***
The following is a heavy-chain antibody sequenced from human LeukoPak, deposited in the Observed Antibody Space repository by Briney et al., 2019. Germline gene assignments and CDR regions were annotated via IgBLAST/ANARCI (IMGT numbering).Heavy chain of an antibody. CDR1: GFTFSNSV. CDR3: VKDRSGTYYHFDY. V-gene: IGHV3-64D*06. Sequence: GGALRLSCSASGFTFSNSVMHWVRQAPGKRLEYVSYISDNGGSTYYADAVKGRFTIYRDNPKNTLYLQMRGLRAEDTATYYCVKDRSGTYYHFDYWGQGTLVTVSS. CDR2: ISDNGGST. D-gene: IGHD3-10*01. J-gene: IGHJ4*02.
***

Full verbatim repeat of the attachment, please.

The following is a heavy-chain antibody sequenced from human LeukoPak, deposited in the Observed Antibody Space repository by Briney et al., 2019. Germline gene assignments and CDR regions were annotated via IgBLAST/ANARCI (IMGT numbering).Heavy chain of an antibody. CDR1: GFTFSNSV. CDR3: VKDRSGTYYHFDY. V-gene: IGHV3-64D*06. Sequence: GGALRLSCSASGFTFSNSVMHWVRQAPGKRLEYVSYISDNGGSTYYADAVKGRFTIYRDNPKNTLYLQMRGLRAEDTATYYCVKDRSGTYYHFDYWGQGTLVTVSS. CDR2: ISDNGGST. D-gene: IGHD3-10*01. J-gene: IGHJ4*02.